Event producers walk a fine line 

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So Dean Nelson is threatening to take his successful WinterPRIDE festival elsewhere unless they get some money from the municipality's Festivals Events & Animation budget.

And Shauna Hardy-Mishaw, while grateful for the $90,000 of FE&A funding the Whistler Film Festival will receive in 2013, is mystified why her festival won't get the $125,000 it received last year.

Welcome to the trough of free money. All are welcome to apply.

Of course it's not free. It's not even "taxpayers' money" according to a previous administration. Some hotel operators consider it their money because the formula the province uses for allocating Resort Municipality Initiative funds — which Whistler uses to fund the FE&A budget, among other things — is based on occupancy levels. The hotels generated the money, the thinking goes, so they should have a say in how it is spent.

Recognizing the potential perils of this trickle-down funding system, the current mayor and council wisely sought, and received, a multi-year commitment from the province to RMI funding, which allows long-term planning of festivals and events rather than year-to-year decisions. And then council established an oversight committee to advise them on how the FE&A funding should be allocated.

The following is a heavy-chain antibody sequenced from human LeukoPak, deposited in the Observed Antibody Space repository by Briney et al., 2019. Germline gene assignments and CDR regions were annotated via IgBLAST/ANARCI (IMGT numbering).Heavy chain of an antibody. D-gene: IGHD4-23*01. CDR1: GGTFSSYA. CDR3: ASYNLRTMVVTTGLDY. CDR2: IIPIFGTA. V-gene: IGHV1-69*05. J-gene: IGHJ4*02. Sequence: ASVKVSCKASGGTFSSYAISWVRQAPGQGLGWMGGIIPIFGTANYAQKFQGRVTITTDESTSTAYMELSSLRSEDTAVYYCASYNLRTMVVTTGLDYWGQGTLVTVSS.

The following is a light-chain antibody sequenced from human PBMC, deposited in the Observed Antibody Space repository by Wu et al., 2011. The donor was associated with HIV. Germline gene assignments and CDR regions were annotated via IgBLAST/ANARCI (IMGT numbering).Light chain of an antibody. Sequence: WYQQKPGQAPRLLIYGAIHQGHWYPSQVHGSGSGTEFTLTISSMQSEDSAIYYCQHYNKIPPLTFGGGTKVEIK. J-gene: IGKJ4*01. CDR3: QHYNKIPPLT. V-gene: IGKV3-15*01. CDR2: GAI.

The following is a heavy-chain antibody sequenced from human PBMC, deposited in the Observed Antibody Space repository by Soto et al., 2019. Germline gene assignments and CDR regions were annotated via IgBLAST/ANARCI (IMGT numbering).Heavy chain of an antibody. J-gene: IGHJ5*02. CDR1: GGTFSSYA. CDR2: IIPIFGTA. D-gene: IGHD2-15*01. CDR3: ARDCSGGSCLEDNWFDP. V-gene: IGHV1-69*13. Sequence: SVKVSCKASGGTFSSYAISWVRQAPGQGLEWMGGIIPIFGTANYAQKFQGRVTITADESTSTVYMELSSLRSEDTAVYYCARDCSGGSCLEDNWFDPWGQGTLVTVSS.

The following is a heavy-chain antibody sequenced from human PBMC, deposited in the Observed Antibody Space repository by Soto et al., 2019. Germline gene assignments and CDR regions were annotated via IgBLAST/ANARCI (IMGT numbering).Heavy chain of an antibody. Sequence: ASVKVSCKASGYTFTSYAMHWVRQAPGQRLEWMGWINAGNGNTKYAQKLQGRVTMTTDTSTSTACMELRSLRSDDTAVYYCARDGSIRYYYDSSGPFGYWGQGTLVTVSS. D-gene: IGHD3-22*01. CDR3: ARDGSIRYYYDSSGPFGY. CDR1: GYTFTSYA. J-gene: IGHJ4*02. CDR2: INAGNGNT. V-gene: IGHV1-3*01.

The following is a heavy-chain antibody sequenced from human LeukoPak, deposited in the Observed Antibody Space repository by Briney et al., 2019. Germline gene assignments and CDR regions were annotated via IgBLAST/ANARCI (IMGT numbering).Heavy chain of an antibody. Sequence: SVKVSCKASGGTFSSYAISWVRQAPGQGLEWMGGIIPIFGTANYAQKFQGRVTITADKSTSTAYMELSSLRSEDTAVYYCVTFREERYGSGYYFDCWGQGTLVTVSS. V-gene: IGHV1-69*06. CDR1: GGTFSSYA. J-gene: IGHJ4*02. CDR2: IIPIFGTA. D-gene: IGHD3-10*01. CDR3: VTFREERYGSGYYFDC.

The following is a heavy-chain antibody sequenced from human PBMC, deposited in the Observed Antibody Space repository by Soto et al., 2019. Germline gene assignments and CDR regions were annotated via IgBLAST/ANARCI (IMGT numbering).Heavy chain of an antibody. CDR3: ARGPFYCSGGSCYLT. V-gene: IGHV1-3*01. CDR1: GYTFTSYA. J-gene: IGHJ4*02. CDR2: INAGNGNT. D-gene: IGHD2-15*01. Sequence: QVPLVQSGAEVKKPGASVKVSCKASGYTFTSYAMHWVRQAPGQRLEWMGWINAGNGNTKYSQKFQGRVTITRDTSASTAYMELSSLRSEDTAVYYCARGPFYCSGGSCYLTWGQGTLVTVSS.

The first difficult decision came in December, when the oversight committee recommended WinterPRIDE's request for funding be turned down. The funding would have allowed them to bring in a mainstream celebrity to augment the festival. The rationale was Whistler would be busy already during the first week of February so it wouldn't be a wise use of FE&A dollars.

"To some degree it would have been kind of dumb for us to throw money at that," were the words of Roger McCarthy, the council representative on the committee.

But now that this year's WinterPRIDE has wrapped up, Nelson is looking for a financial commitment from Whistler for 2014. His case: he says WinterPRIDE has a $4.5 million impact on Whistler each year.

Hardy-Mishaw says the Whistler Film Festival has a $5.1 million economic impact on the province, of which $2.8 million is in Whistler. On top of that, the 2011 film festival delivered $13.5 million in media value for a "total value proposition" of $18.6 million.

The quest to prove whose festival is bigger has, to this point, been a mug's game. There have been a variety of studies and measures, not all of them comparable.

An Economic Impact Assessment conducted during the 2006 World Ski and Snowboard Festival found the festival generated $37.7 million in economic activity in the province, including $21.3 million in Whistler.

A 2006 study for the Western Canada Mountain Bike Tourism Association found Crankworx generated more than $11.5 million in expenditures that year.

The 2011 RBC GranFondo Whistler generated $8.2 million in economic activity in the province, including $2.7 million in Whistler. Cornucopia produced $4 million in total economic impact in B.C. in 2011; $2.3 million in Whistler.

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